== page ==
The paperback comprised of fourteen theater scripts is adapted from short stories about physicians and patients. All of the stories (scripts) address ethical and social issues in medical care and the conflicting aspects of aging and chronic disease. While the text or scripts may be intended for medical students, I urge my colleagues in the performing arts, and humanities to assign the textbook. For that matter, here at Coastal Carolina University, where I currently teach, it may be a welcome addition for our expanding Health Promotion department. What better way to offer some instruction in empathy.

The Readers’ Theater Program began in 1988 with a grant from the North Carolina Humanities Council. Three medical schools in the state sent students to perform the stories before community groups. The program continues at East Carolina University, and thanks to this book, it can be inaugurated at other institutions.

Savitt, a PhD in the Department of Bioethics and Interdisciplinary Studies at Brody School of Medicine, gives more than thoughtful instructions on how the material is to be performed—including brief stage directions and suggestions on what performers should wear—and he offers tips on finding audiences by reaching out to existing organizations and community groups.

The job of the discussion leader is carefully detailed because the purpose of the performance is not to provide entertainment, but to elicit an exchange of ideas. The program, he explains, “is to provide a forum where citizens can consider and examine their own and others’ views on issues of common concern in the medical world” (p. xix). It is fully anticipated that attendees will be “sharing personal and sometimes painful experiences and debating points of contention” (p. xix).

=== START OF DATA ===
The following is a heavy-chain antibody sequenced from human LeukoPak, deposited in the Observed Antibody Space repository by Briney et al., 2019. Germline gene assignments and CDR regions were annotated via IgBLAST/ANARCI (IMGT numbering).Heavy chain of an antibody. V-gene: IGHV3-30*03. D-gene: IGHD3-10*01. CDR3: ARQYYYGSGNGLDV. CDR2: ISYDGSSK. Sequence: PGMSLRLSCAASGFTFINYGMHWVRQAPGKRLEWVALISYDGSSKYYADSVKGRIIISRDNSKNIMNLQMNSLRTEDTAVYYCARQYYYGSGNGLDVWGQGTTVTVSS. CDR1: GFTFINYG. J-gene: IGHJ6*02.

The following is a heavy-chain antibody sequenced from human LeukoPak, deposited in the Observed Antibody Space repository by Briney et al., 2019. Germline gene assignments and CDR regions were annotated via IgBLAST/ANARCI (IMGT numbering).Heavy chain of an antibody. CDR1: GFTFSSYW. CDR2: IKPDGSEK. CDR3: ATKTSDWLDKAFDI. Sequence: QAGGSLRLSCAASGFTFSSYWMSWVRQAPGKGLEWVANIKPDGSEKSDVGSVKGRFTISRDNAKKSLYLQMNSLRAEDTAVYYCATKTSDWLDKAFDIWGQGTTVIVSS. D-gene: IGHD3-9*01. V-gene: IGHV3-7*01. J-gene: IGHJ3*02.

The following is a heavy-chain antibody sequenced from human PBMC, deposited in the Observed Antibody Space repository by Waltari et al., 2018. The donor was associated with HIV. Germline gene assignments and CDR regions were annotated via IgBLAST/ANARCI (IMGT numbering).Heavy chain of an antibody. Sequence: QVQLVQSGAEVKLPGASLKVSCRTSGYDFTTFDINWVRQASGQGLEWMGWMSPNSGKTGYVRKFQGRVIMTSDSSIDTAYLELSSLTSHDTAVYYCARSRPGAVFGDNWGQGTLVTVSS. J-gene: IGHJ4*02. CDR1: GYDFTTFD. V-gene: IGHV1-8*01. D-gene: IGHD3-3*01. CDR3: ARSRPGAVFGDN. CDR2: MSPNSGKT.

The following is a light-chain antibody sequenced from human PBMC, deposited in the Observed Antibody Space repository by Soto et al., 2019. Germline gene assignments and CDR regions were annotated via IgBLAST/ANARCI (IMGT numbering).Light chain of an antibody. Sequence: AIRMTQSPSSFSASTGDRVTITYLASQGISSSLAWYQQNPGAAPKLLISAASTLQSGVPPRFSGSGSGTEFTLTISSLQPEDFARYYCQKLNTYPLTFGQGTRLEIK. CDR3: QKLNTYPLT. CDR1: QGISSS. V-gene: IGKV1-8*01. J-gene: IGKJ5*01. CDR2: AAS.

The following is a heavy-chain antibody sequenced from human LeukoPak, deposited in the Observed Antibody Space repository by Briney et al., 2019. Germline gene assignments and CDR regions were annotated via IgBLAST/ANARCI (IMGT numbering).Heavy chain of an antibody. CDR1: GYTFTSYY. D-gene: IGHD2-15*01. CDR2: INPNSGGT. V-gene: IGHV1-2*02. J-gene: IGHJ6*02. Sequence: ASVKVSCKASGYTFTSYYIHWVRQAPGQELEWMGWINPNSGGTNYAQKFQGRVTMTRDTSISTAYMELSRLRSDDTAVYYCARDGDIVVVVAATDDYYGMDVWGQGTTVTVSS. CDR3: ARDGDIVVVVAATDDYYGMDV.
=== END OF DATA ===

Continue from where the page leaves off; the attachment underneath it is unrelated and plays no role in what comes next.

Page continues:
The reader is not only an essential for medical students but for all students engaged in the healthcare field. I encourage all medical schools to take the lead and dedicate one afternoon to a Medical Readers Theater performance with faculty, students and patients all participating.

The stories found in the compelling anthology include a range of themes about physicians and patients, like William Carlos Williams’s “The Girl With a Pimply Face,” a story that I have previously taught in one of my past Literature and Medicine classes. An excellent summary of this story is found on this blog, Medical Visions in Literature Discussion.

For my purposes, I intend to rally some academic departments to conduct a Medical Readers performance this fall. Anything that teachers can do to bring empathy into the classroom has my vote and full participation. After all, empathy is not just about hugs and pats on the back for a job well done. It’s about developing a skill that can make young people more mindful and productive at home, on campus and eventually in the workplace since we need more cooperation and compassion each and every day.

Send me your story.

Digital medicine changes conversation between patient and physician

Heart Monitor front iPhone 5It’s a Brave New World in iMedicine and with greater access to individualized health information—whether that is through a formal electronic medical record, a patient generated health record or a quick instant-messaging session with a physician—the traditional roles and communication channels between doctors and patients are undergoing a swift transition. As a former heart patient, one who experienced a triple bypass and subsequent stroke, I understand what it means to monitor my heart. Thanks to AliveCor’s iPhone enabled heart monitor and my newly purchased smartphone, I am able to record any potential heart arrhythmia problems, and be remotely monitored by my doctor to determine if the prescribed therapy is working.

With more baby boomers spending time and money in a doctor’s office, more of us are morphing into digitally empowered people taking control of our medical information. No, I am not suggesting that a simple Google search provides any of us with a proper diagnosis. However, the apps for health related technology expand exponentially daily. In the Apple App Store, the “Medical” section currently holds more than 1,000 applications.